Slither: The Leading Static Analyzer for Smart Contracts

We have published an academic paper on Slither, our static analysis framework for smart contracts, in the International Workshop on Emerging Trends in Software Engineering for Blockchain (WETSEB), colocated with ICSE.

Our paper shows that Slither’s bug detection outperforms other static analysis tools for finding issues in smart contracts in terms of speed, robustness, and balance of detection and false positives. The paper provides more details on how the use of a sophisticated intermediate language based on Static Single Assignment (SSA) form, a key advance in the development of modern optimizing compilers, lets Slither go about its work quickly and effectively, and makes it easy to extend Slither to new tasks.

Overview and applications

First, we describe how Slither was designed and what it can do. Slither was designed to be a static analysis framework that provides fine-grained information about smart contract code and has the necessary flexibility to support many applications. The framework is currently used for the following:

  • Automated vulnerability detection. A large variety of smart contract bugs can be detected without user intervention or additional specification effort.
  • Automated optimization detection. Slither detects code optimizations that the compiler misses.
  • Code understanding. Slither summarizes and displays contracts’ information to aid your study of the codebase.
  • Assisted code review. A user can interact with Slither through its API.

Slither works as follows:

  1. It takes as initial input the Solidity Abstract Syntax Tree (AST) generated by the Solidity compiler. Slither works out of the box with the most common frameworks, including Truffle, Embark, and Dapp. You just point Slither at a contract to analyze.
  2. It then generates important information, such as the contract’s inheritance graph, the control flow graph (CFG), and the list of all expressions in the contract.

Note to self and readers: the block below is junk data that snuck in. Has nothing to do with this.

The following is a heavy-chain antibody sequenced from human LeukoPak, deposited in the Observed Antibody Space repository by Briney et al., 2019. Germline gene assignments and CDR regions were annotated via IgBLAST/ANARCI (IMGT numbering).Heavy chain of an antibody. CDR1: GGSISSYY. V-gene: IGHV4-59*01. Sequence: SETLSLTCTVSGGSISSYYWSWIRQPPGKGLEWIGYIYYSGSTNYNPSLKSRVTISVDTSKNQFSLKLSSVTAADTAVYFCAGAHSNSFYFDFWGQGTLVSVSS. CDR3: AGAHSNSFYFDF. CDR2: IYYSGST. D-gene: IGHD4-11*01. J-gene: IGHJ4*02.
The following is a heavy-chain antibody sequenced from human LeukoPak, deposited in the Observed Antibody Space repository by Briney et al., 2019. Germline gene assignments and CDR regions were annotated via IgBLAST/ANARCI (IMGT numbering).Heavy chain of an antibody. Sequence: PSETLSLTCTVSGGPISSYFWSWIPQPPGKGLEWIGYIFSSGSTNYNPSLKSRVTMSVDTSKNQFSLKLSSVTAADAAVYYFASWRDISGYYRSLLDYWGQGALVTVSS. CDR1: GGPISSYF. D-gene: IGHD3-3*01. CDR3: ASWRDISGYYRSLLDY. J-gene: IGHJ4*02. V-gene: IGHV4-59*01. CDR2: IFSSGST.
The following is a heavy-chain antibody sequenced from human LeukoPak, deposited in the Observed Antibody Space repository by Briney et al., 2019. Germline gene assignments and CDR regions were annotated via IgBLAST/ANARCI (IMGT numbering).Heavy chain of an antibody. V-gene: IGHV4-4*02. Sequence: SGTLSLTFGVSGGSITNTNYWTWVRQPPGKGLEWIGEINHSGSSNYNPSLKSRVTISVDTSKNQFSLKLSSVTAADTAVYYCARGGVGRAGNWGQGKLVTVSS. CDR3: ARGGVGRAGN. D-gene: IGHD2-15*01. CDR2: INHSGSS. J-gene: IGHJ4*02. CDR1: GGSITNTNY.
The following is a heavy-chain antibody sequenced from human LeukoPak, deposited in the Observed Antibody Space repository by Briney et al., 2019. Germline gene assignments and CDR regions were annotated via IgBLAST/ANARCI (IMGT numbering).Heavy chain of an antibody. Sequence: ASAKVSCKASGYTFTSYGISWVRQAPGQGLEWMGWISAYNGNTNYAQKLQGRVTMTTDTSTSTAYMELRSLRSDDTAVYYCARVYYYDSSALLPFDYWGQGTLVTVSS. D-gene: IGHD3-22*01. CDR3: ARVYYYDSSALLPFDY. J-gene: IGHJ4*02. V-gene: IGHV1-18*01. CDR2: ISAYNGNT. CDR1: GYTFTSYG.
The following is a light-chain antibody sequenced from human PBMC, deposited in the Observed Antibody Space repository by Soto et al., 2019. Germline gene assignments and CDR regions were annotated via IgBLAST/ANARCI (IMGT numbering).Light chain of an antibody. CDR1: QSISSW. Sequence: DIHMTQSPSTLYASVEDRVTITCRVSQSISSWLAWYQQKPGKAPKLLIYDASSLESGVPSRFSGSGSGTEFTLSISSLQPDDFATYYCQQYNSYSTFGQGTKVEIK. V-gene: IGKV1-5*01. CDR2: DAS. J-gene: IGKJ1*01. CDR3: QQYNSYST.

3. Slither then translates the code of the contract into SlithIR, an internal representation language that makes precise and accurate analyses easier to write.
  4. Finally, Slither runs a set of pre-defined analyses that provide enhanced information to other modules (e.g., computing data flow, protected function calls, etc.).

Fig. 1: How Slither works

Slither vs. the World

An important part of our paper focuses on comparing Slither to other smart contract static analysis tools. We contrast Slither (release 0.5.0) with other open-source static analysis tools to detect vulnerabilities in Ethereum smart contracts: Securify (revision 37e2984), SmartCheck (revision 4d3367a) and Solhint (release 1.1.10). We decided to focus our evaluation almost exclusively on the tools’ reentrancy detectors, since reentrancy is one of the oldest, best understood, and most dangerous security issues. Figure 2 shows the classic example of a simple reentrant contract that can be exploited to drain all of its ether by calling withdrawBalance with a fallback function that calls withdrawBalance again.

Fig. 2: An exploitable reentrant contract

The reentrancy detector is one of the few that is available in all the tools we evaluated. Furthermore, we experimented with one thousand of the most used contracts (those with the largest number of transactions) for which Etherscan provides the source code, to obtain the following results:

Fig. 3: Slither outperforms the other tools in every category

Using a dataset of one thousand contracts, the tools were run on each contract with a timeout of 120 seconds, using only reentrancy detectors. We manually disabled other detection rules to avoid the introduction of bias in the measurements.

In summary, we observed the following strengths in our tool in terms of vulnerability detection:

  • Accuracy. The False positives, Flagged contracts, and Detections per contract rows summarize accuracy results. Our experiments reveal that Slither is the most accurate tool with the lowest false positive rate of 10.9%; followed by Securify with 25%. On the contrary, SmartCheck and Solhint have extremely high false positive rates: 73.6% and 91.3% (!) respectively.